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FAT POLICE TARGET POP FOR U.S. SIN TAX (The London Free Press) PUBLICATION: DATE: EDITION: SECTION: PAGE: BYLINE: WORD COUNT:

The London Free Press 2006.03.02 Final News A1 MARILYNN MARCHIONE, AP 672

One of every five calories in the American diet is liquid, making pop the country's single biggest calorie source. In response, nutrition experts are stepping up their long−standing fight against sugary soft drinks. In reports to be published in science journals this week, two groups of researchers hope to add evidence to the theory that pop and other sugar−sweetened drinks don't just go hand−in−hand with obesity, but could actually be a leading cause of it. Proving this could help make the case for higher taxes on pop, restrictions on how and where it is sold −− maybe even a U.S. surgeon general's warning on labels. "We've done it with cigarettes," said one scientist advocating this, Barry Popkin at the University of North Carolina in Chapel Hill. "I think that's laughable," said Richard Adamson, a senior science consultant to the American Beverage Association. Lack of exercise and poor eating habits are far bigger contributors to America's weight woes, he said. Ludwig wants a "fat tax" on fast food and drinks. Beverage companies seem worried. Some are making pop "healthier" by adding calcium and vitamins, and pushing fortified but sugary sports drinks in schools that ban pop. This could help them duck any regulations aimed at "empty calorie" drinks, said Jennifer Follett, a USDA nutritionist at the University of California in Davis. Proving that something causes disease is not easy. It took decades with tobacco, asbestos and other substances now known to cause cancer, and it would be especially tough for a disease as complex as obesity. Diet is hard to study. Most people drink at least some sweetened beverages and also get calories from other drinks, such as milk and orange juice, diluting the strength of any observations about excess weight from pop alone. Children are growing and gaining weight naturally, "so we have this added complication" of trying to determine how much extra gain is due to sweet−drink consumption, said Alison Field, a nutrition expert at Harvard−affiliated Children's Hospital in Boston. "Given these caveats, it's amazing the association we do see," she said. 23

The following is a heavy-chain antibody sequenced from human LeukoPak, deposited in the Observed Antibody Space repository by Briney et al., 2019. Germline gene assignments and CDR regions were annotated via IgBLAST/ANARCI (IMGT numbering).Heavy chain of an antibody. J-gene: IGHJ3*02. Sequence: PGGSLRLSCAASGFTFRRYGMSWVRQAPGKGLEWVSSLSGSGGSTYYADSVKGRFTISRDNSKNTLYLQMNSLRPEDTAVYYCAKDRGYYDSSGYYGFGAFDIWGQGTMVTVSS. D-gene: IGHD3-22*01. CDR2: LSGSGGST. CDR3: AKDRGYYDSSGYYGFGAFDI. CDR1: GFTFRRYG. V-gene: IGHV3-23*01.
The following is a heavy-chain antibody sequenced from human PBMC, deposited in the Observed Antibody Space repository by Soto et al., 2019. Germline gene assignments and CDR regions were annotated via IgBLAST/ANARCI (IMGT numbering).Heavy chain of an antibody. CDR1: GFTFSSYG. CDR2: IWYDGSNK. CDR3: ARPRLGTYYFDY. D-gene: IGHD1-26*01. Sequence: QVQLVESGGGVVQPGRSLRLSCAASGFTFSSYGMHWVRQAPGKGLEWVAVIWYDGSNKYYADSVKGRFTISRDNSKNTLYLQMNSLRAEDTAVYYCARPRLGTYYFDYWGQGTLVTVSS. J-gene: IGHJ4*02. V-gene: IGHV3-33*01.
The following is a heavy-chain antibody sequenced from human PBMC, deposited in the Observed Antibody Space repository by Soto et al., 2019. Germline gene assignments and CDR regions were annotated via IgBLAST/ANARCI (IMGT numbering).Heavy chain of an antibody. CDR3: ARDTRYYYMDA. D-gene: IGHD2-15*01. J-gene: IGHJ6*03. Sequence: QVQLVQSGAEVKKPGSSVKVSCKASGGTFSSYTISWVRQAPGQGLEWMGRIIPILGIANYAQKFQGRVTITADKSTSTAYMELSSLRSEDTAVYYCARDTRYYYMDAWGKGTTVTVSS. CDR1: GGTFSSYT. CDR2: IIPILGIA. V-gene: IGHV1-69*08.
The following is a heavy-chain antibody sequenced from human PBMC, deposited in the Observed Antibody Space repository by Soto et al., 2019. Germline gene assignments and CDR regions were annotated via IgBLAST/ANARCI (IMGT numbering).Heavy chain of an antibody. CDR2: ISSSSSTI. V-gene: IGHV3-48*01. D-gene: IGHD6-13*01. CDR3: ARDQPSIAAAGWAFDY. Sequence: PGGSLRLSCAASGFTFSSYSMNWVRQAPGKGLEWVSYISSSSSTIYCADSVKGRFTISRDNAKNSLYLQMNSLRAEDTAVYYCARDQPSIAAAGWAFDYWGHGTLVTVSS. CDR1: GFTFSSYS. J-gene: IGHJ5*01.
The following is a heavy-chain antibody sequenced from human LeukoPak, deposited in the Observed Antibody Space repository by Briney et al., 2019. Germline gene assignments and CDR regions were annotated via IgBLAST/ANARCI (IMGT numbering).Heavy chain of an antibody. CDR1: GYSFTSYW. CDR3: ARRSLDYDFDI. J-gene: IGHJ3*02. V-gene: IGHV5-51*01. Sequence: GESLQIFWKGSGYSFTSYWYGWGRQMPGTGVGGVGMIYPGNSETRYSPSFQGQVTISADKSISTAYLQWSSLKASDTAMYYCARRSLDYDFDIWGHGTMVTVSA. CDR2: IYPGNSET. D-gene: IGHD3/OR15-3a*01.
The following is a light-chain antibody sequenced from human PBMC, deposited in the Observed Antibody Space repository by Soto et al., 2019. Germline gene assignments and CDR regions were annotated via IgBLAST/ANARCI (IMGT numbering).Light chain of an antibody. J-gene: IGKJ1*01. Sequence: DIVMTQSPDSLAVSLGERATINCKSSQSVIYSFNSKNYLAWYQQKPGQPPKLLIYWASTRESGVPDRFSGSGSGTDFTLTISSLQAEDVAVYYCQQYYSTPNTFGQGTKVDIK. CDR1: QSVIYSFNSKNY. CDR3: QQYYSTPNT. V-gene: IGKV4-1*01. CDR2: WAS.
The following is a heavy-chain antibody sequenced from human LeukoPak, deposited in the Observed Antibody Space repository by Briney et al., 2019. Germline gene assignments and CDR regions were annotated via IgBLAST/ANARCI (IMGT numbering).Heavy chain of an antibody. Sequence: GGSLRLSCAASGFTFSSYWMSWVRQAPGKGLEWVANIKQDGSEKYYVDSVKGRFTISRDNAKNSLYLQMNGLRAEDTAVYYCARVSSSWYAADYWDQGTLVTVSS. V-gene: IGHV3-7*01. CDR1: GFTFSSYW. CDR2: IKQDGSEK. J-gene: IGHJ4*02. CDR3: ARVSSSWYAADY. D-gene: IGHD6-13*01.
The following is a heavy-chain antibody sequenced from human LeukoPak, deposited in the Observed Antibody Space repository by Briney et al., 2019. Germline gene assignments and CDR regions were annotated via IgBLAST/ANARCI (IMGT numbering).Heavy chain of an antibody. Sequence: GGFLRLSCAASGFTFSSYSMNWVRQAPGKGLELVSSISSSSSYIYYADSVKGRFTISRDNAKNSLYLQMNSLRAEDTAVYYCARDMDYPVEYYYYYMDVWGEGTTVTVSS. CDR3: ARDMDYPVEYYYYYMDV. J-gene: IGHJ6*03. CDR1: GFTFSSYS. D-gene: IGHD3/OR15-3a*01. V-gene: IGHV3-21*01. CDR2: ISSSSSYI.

03/02/2006

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